decade. But this year Trent Reznor as the folk devil was
reincarnated when two depressed school-kids - Eric
Harris, 18, and Dylan Klebolb, 17 - who listened to Nine Inch
Nails along with a lot of other industrial rock
records, turned up at Columbine High School in Colorado armed
with guns and bombs and executed 14 fellow
students and one teacher.
So it's not surprising that Reznor's a little less then
comfortable with "The Fragile" being hailed as the most
important and eagerly awaited album in America today.
"I see that I'm saving rock'n'roll," he says
sarcastically. "Billy Coragan failed, now it's up to me."
He says he had a problem starting "The Fragile" because
he was in "a state of transition". He'd been fooled
into thinking every day was a party for him. It wasn't just
about drugs, it was the seductiveness of being seen as
"I looked at some shit I'd done," says Reznor, "the way
I'd treated people and I thought, 'How did I turn into
this fucking guy?' Then I worked on 'Antichrist' and watched
Marilyn Manson go back out on tour while I sit
here by myself. Plus I'm a procrastinator, plus my heart
wasn't in it. My Grandmother had just died and everyone
was going, "Where's your record, you're important now…"
For Trent Reznor, 1997 meant a new life of ascetic
discipline. The year went like this: wake up at 10am,
shower, leave the house, drive to the studio, work until 3am.
Repeat every single day.
"The only variation would be 'What are we eating
today?'" says Reznor, smiling. "There's something that's
subversively fun about that. It's hiding from the real world.
Now I've got to get back to being a human being. Go
film a video in Mexico, go to the Bahamas. My routine's all
fucked up. Groundhog Day's been disrupted."
Trent hasn't listened to "The Downward Spiral" in a
long time. He did, however, catch the track "Reptile" on
the radio recently and was struck by how primitive it
sounded. He thought maybe he'd lost his mind with this
new album, where everything had to be over-complicated and it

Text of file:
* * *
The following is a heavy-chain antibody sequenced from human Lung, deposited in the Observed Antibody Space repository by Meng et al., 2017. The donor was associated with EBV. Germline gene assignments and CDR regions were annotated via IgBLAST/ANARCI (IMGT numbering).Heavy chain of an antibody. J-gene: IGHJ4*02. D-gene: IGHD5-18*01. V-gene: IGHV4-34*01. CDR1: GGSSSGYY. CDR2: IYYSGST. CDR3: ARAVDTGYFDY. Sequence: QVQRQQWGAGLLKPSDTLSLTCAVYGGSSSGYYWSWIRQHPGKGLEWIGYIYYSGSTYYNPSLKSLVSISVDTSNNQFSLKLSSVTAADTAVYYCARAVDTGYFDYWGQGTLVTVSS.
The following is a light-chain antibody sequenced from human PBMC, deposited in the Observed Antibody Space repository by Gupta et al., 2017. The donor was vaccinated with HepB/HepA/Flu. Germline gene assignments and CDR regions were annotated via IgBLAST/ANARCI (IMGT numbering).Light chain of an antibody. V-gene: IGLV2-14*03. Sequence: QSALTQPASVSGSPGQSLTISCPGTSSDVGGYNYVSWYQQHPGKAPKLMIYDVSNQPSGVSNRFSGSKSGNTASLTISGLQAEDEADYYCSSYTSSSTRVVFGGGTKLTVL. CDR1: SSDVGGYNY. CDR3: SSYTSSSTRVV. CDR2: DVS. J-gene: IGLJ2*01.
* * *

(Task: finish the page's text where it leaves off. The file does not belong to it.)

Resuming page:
all sounds like My Bloody Valentine meets Tom
Waits meets Queen.
"I could have just put out another cold, angry,
machine-like record," he says. "It would have been safe and
no-one would have made fun of me."
"The Fragile", however, is not a safe alum. The
relentless combative techno metal of "The Downward Spiral"
has been demolished and rebuilt as a circuitous 23-track,
double-CD journey of pain, anger and surprising
vulnerability. It's an album that reveals an oddly human
emotional side to Nine Inch Nails. From weird classical
instruments to fucked-up chaotic songs of emotional damage
(you know for the fans) there'' everything on here
you could possibly want from Nine Inch Nails and more - which
isn't really surprising, given the albums
ridiculous length. After all, shouldn't every album restrict
itself to 40 minutes? Twelve songs?
"I agree with you." Admits Reznor. "I'm sick of the
20-song, two-good-ones-and-a-bunch-of-shit CD, but
when we tried cutting things out they didn't support each
other as well, but I'm pleasantly surprised by this
album, people are already arguing over which CD they prefer."
Like Guns N' Roses' "Use Your Illusion"?
Trent Reznor does not find this funny.
For as long as he can remember, Trent Reznor has always
wanted to make music. His most vivid memory is of
looking in the reflection of his parents' TV, holding a broom
stick and pretending to be The Eagles.
Born in the one-horse, one McDonald's farming town of
Mercer, Pennsylvania on 17 May 1965, Michael
Trent Reznor trained as a classical pianist from the age of
five, practicing ten hours a day. But then he
discovered Kiss and he realized he wasn't going to get laid
studding piano with a nun.
As he got older, Reznor discovered horror films. After
he watched "The Omen" he became convinced he was
the antichrist, searching his scalp for three '6's. By the
time he was 23, working as a studio technician in